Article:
insights bar

Dropping In

Oslo Opera House

My colleagues and I have been considering programming that invites drop-in visitors to experience performing arts without having purchased a ticket in advance. This line of thought was realized both personally and professionally when I had the opportunity to travel to Norway earlier this year to conduct observational research at Globusfestivalen, an annual festival celebrating culinary traditions and performances from around the world. The festival format provides ample avenues for drop-in participation and we observed a wide range of intentionality and planning among attendees. Some attendees had carefully curated their experience, purchasing advanced online tickets for food booths and meeting friends at pre-selected programs. For other attendees, the Festival seemed to have piqued their interest by chance. While they may have stumbled upon it, they walked slowly through, taking in all of its sights and sounds. Because the Festival created opportunities for spontaneous participation, it was able to reach individuals who might never have sought out the experience.

I myself was pushed towards a new experience through impromptu participation the day after the Festival. While in Oslo, I stopped by the Oslo Opera House to see Snøhetta’s iconic building. When I arrived, I was not alone. Both inside and out, the building was teeming with people walking up to the roof to see the city views or visiting the lobby, taking time to admire the intricate interplay of glass and wood.  As I pulled my eyes away from the architecture, I noticed a smaller, yet distinct, group of people beginning to flow through the doors. They were dressed for the opera and I realized that a performance must be beginning shortly. I took out my phone to see what was scheduled and it occurred to me that I may be able to stay and join them. It turned out there were seats available for two programs about to commence: Queen of Spades and a short chamber concert with music by Janáček, Ligeti, and Dvorak. Not quite ready to make a four-hour commitment on a whim or sure that my attire would suffice, I opted for the chamber concert. I purchased a ticket and followed a line of young Norwegians into to the small black box theater. The room was abuzz with conversation, nearly everyone else in the audience seemed to be a musician and most seemed to know one another. While I felt a bit like I had just snuck into a place I wasn’t supposed to be, as the lights dimmed and the concert began, any hesitance faded away and I relished my surprise experience.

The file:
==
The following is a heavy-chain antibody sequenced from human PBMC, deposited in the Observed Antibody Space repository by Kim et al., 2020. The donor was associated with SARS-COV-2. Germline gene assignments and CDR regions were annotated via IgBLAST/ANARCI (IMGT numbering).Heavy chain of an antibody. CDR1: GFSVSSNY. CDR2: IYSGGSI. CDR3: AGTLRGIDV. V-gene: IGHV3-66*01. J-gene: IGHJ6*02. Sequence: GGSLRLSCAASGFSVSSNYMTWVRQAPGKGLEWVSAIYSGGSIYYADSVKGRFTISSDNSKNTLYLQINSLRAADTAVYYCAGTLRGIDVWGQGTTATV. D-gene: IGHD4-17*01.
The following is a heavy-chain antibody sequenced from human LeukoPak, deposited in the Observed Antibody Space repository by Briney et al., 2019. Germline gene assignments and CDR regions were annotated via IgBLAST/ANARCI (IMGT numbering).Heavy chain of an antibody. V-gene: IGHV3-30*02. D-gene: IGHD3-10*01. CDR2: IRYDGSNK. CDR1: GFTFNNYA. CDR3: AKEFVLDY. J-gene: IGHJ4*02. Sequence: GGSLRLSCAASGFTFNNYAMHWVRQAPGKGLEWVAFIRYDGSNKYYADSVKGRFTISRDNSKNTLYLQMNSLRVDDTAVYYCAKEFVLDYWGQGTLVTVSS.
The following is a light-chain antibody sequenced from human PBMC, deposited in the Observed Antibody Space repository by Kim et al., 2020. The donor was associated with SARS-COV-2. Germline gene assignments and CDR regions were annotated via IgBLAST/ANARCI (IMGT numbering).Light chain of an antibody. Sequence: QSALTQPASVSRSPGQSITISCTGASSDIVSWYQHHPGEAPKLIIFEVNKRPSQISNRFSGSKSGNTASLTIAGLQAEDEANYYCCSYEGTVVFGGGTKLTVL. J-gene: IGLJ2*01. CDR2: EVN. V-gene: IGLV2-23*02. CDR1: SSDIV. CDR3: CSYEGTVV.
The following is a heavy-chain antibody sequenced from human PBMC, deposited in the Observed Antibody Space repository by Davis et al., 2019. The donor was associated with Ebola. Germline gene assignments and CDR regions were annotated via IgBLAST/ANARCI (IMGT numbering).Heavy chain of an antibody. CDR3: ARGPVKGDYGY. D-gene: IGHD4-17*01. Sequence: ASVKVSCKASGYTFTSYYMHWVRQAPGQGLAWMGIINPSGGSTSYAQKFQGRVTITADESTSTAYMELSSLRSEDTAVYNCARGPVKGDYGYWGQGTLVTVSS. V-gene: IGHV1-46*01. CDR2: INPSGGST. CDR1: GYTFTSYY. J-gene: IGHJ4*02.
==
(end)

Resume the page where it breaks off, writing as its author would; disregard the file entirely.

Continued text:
While I’ll confess, I would not have selected the program for myself had I been browsing the annual brochure, the musical experience that was unexpectedly added to my architectural tour felt like a small gift. I thought about what a serendipitous time I had picked to tour the opera house and I thought back to conversations with my colleagues about how to build in programming that intentionally supports this type of experience. What if the steady stream of visitors admiring the architecture were directly invited to stay and purchase one of the unsold seats? Or perhaps able to view a live video feed when rehearsals are taking place inside the main hall?

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